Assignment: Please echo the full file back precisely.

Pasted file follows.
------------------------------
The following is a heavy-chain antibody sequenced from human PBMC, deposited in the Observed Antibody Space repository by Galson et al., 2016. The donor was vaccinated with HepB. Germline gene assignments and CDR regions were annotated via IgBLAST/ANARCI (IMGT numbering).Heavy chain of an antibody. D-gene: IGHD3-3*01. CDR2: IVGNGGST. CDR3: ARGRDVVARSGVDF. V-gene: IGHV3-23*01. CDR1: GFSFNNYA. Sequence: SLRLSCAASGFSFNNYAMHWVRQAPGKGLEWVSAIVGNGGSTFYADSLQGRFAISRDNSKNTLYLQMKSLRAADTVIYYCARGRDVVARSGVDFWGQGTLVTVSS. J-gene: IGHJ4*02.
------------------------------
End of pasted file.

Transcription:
The following is a heavy-chain antibody sequenced from human PBMC, deposited in the Observed Antibody Space repository by Galson et al., 2016. The donor was vaccinated with HepB. Germline gene assignments and CDR regions were annotated via IgBLAST/ANARCI (IMGT numbering).Heavy chain of an antibody. D-gene: IGHD3-3*01. CDR2: IVGNGGST. CDR3: ARGRDVVARSGVDF. V-gene: IGHV3-23*01. CDR1: GFSFNNYA. Sequence: SLRLSCAASGFSFNNYAMHWVRQAPGKGLEWVSAIVGNGGSTFYADSLQGRFAISRDNSKNTLYLQMKSLRAADTVIYYCARGRDVVARSGVDFWGQGTLVTVSS. J-gene: IGHJ4*02.